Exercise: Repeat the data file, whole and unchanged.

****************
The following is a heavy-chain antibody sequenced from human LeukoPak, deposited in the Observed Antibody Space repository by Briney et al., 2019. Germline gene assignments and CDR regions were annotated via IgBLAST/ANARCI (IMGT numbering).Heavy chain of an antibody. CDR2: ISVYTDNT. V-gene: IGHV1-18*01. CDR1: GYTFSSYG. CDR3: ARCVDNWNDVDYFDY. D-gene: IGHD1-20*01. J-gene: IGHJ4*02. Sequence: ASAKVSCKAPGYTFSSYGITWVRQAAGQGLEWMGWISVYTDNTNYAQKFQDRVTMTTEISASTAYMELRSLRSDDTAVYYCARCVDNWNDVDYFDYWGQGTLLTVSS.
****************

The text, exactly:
The following is a heavy-chain antibody sequenced from human LeukoPak, deposited in the Observed Antibody Space repository by Briney et al., 2019. Germline gene assignments and CDR regions were annotated via IgBLAST/ANARCI (IMGT numbering).Heavy chain of an antibody. CDR2: ISVYTDNT. V-gene: IGHV1-18*01. CDR1: GYTFSSYG. CDR3: ARCVDNWNDVDYFDY. D-gene: IGHD1-20*01. J-gene: IGHJ4*02. Sequence: ASAKVSCKAPGYTFSSYGITWVRQAAGQGLEWMGWISVYTDNTNYAQKFQDRVTMTTEISASTAYMELRSLRSDDTAVYYCARCVDNWNDVDYFDYWGQGTLLTVSS.